Starting now, Roku users who are used to getting Amazon’s Alexa to do their bidding can now get the voice assistant to control their Roku streaming devices, or Roku TVs via the new Roku Skill. Alexa joins Google Assistant as the second major voice platform that can control a Roku, in addition to Roku’s own proprietary voice command system available on select Roku devices. Both require a current-generation Roku device or Roku TV. For now, they are only available to U.S.-based users.
According to the company’s press release, “Roku users with Alexa-enabled devices — including Amazon Echo, Echo Show, Echo Dot, Echo Spot and Echo Plus — can pause a show, launch a streaming channel, and search for entertainment by simply saying things like, ‘Alexa, find comedies on Roku,’ ‘Alexa, pause Roku’ or ‘Alexa, open Hulu on Roku.’ Additionally, Roku TV users can turn on the TV, change the volume, mute the TV, switch inputs and change channels if there is an over-the-air antenna connected by saying, ‘Alexa, turn on Roku’ or ‘Alexa, turn up the volume on Roku.'” A Roku spokesperson told Digital Trends that Google Assistant and Alexa should be identical when it comes to available commands.
One glaring omission from both voice assistants, however, is the ability to control Netflix: Neither Alexa nor Google Assistant can launch or access Netflix content on a Roku device.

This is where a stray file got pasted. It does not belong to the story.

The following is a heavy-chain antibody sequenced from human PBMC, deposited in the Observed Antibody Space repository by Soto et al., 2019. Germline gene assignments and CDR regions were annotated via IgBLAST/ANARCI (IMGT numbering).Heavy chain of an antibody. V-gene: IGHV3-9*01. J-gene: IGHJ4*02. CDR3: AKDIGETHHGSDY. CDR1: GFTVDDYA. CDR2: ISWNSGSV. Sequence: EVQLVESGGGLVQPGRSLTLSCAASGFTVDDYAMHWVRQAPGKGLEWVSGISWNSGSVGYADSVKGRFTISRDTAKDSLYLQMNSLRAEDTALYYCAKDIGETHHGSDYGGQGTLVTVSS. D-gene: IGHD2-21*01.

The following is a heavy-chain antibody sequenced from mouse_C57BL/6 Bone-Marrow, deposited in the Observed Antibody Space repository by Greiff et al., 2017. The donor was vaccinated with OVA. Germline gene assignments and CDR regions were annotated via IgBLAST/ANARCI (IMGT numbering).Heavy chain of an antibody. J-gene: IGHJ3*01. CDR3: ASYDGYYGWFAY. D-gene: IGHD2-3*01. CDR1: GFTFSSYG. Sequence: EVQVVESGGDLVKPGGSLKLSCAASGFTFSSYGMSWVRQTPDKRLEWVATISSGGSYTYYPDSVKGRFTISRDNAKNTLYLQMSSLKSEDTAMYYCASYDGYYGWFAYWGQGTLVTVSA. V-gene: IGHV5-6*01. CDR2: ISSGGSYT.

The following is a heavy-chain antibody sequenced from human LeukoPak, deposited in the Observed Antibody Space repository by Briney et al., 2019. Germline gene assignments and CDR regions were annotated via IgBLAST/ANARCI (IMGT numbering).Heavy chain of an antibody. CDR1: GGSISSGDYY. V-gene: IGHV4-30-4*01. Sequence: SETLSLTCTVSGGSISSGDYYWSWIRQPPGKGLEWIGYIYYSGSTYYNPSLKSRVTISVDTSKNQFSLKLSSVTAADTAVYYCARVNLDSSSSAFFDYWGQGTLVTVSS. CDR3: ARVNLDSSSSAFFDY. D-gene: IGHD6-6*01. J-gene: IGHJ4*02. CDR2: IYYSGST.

For the new Alexa skill to work, Roku users will need to be on Roku OS 8.1, or later. You’ll then have to add the Roku skill via the Alexa app on your smartphone, and follow the usual steps for account linking. If you have multiple Roku streamers linked to your Roku account, only one of them can be controlled by Alexa (or by Google Assistant).
Using Alexa or Google Assistant may seem a little redundant, given that all of the compatible Roku devices can already be controlled via Roku’s own voice commands, however, they definitely add convenience. Without the need to reach for the remote control (or the Roku app) a lot of commonly used functions are now completely hands-free, something that kitchen-based TV-watchers will be sure to appreciate.
Roku hasn’t handed over all of the voice keys to its castle just yet. There are still some activities that can only be carried out via Roku’s built-in voice commands:
- Interact with music services: “play classical music,” “play The Herd with Colin Cowherd on iHeartRadio,” or, “play Carrie Underwood.”
- Launch or hide the smart guide if you have a Roku TV, e.g.“show me the smart guide,” or “hide the smart guide.”
- Interact with streaming services: “thumbs up/down,” “like/dislike,” and “what song is this?”
And of course, Roku’s voice commands are still the only way to get to Netflix without mashing buttons: “Start Netflix.”
Updated March 8, 2019: Corrected the commands that are only available via the Roku remote or app.
- Disney+ launches cheaper plan with ads — but not on Roku
- Bowers & Wilkins and McLaren launch special-edition Px8 headphones
- Google is now supporting my awful browser habits, and I love it
- Apple Music Sing brings karaoke singalongs to iPhones, Apple TV
- The most innovative streaming devices of 2022